To be honest, I’ve always avoided one of the top three classical regions of the Old World – Spain. It’s not because I didn’t like the wines or because the DOs were not as interesting. The main reason was totally coincidental – bottles from Italy and France always found their way to my table before any other did. So today is the day I warm things up with some laid-back Ribera del Duero.
Quinta Milú La Cometa 2012 excites me just by its label. It’s very simple, minimalistic and approachable. The colour of the wine in the glass is deep violet, indicating a youngster on the rise. Now, the nose is where things start to get interesting. Pretty reductive on the first sniff, but after some decanting, this disappears and fuses into notes of blueberry, black currant, dried plum, leather and Mediterranean spices. The palate is dry with high acidity, tannins and alcohol. Very well-balanced, but too aggressive on the beginning, so for the love of God, decant or pair with food (grilled lamb chops & roasted potatoes *drooling*). The aging potential of the 2012 is decent (thanks to the dry conditions contributing to high tannins and deep concentration), it has a long finish and a nice balance, but lacks in complexity (mostly primary notes dominate, where secondary aromas of vanilla and toast are pretty coy). Definitely needs more strength as well to be something more than “an interesting wine”.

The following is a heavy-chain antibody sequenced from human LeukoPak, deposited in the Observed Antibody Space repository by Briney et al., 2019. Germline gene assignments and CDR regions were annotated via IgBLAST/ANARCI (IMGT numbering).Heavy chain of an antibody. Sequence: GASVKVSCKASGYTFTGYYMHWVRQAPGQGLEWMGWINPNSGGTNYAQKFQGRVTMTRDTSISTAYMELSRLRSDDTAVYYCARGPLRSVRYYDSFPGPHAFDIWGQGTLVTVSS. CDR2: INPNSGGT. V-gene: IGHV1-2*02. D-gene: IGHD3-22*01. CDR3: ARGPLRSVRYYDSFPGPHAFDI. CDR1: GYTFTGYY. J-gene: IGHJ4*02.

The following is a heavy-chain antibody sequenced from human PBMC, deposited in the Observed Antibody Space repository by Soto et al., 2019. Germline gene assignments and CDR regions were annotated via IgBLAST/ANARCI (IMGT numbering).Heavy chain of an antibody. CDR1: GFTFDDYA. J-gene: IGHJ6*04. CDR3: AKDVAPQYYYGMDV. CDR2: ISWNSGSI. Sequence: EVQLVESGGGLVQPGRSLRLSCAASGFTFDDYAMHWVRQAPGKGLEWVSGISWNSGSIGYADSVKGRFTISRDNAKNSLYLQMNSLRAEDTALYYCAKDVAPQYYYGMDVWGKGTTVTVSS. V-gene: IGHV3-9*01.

Grape varieties: 100% Tempranillo
Aging: 12 months in French and American barriques
Average price: 14€
GN score: 87/100
Region: Spain – Castilla y Leon – Ribera del Duero
Ahhh, Tempranillo, my long forgotten compadre. This is a grape variety with which I have a proper love-hate relationship. Sometimes I adore the complexity its wines can give, sometimes I want to fling it into the windows of the shops I buy it at. On the other hand, Spanish synonyms for this grape are Tinto del Toro, Tinta Fina, Tinto del Pais and they sound so majestic, that I wine lover just mustn’t pass up the opportunity to at least take a hint-sip of its liquid. When talking about its characteristics, Tempranillo has fairly thin skins (which make it susceptible to rot and mold in the vineyard) and remarkable anthocyanin levels, which provide deep colour and medium-high tannins. The wines are not sweet-driven, but rather produced to please the fans of spicy masculinity. Therefore, they are aged in oak 99% of the time and, as a result, rewarded with greater complexity.
Ribera’s Quinta Milú is a micro winery committed to old traditions and biodynamic viticulture in which winemaker Germán R. Blanco produces wines from old Tempranillo vines and uses different types and sizes of casks and barrels. His vineyards are blessed by the region’s natural surroundings including the Duero River (providing irrigation and a smooth cooling effect) and the inland mountain ranges which create a high diurnal range, leading to optimum balances of aromas and other chemical compounds in the grapes.
Written by Aleksandar Draganić.
I’m a WSET certified grape juice drinker, and yes, I’m that 1% of people that love their job. I drink wine, write about it, preach about it, even take pictures of it. Find me at @grapenomad